Providers didn’t talk to investigator. As evidence, she said she contacted the four healthcare providers identified in the letter, and three said they were at the office on the days in question. The fourth could not confirm because she no longer had her records. All four signed affidavits stating they never spoke to the investigator or any other representative from the employer.

Investigator’s notes destroyed. In deposition, the investigator testified that he did not actually speak to the providers, but spoke to office managers or receptionists. He could not recall their names or the specific dates, and had not recorded those details. Also, while he took handwritten notes during the calls, he destroyed them after submitting his official report. The notes he took when he questioned the employee were also destroyed.

Sanctions for spoliation. Moving for sanctions, the employee argued that the investigator willfully destroyed his notes to spoliate relevant evidence and that she was materially prejudiced because she could no longer determine if there were inconsistencies or errors between his notes and the official report. She requested default judgment as a sanction.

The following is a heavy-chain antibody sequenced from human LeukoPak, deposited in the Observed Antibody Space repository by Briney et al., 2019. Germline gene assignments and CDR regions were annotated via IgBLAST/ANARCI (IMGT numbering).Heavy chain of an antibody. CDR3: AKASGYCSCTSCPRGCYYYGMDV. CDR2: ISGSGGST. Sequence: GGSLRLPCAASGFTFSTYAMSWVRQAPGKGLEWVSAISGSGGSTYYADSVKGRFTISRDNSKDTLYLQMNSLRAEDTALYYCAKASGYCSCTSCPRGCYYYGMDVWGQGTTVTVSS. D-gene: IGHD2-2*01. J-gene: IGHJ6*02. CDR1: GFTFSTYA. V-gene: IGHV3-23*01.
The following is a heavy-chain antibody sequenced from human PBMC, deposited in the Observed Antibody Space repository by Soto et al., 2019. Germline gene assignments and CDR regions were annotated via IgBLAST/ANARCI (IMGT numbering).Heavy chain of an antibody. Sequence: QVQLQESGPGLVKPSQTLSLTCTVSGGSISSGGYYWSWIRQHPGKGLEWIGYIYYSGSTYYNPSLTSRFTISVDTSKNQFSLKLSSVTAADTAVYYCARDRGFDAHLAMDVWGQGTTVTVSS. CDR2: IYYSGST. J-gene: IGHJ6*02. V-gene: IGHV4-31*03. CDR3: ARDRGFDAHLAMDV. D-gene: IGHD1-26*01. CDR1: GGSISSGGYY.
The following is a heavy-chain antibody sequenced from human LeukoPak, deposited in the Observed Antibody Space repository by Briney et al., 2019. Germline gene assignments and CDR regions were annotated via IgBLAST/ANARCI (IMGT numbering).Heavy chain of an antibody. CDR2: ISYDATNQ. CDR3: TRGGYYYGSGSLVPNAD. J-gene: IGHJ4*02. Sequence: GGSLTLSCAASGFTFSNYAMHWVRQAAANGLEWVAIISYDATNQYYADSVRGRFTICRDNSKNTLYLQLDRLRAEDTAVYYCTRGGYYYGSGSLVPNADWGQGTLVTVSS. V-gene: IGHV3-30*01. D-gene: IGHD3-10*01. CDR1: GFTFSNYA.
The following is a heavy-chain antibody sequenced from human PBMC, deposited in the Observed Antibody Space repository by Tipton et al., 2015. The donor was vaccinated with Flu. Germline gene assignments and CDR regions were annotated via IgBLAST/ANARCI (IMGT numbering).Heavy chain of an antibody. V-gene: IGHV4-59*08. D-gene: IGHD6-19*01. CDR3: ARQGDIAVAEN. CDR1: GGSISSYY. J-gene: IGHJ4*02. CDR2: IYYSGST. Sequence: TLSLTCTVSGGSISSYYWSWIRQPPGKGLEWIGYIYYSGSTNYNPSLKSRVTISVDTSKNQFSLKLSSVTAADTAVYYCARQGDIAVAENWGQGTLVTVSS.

Investigator acted willfully. It was undisputed that the investigator intentionally destroyed his notes between June 4, 2015 (the day he submitted his final report) and June 10 (the day he said he was notified of the litigation hold). However, he claimed he lacked express notice and was merely following ordinary company practices. In response, the employee pointed to a May 29 letter her attorney sent to the employer asking that all documents concerning her employment be kept due to potential litigation. In addition, there was a June 2 email from HR to the investigator stating that the employee had retained counsel and wanted her file. And the next day, the employer’s attorney emailed the HR official, discussing how Montana law allowed the employee to receive her records and asking the investigator to pull her “security file” and he responded the same day.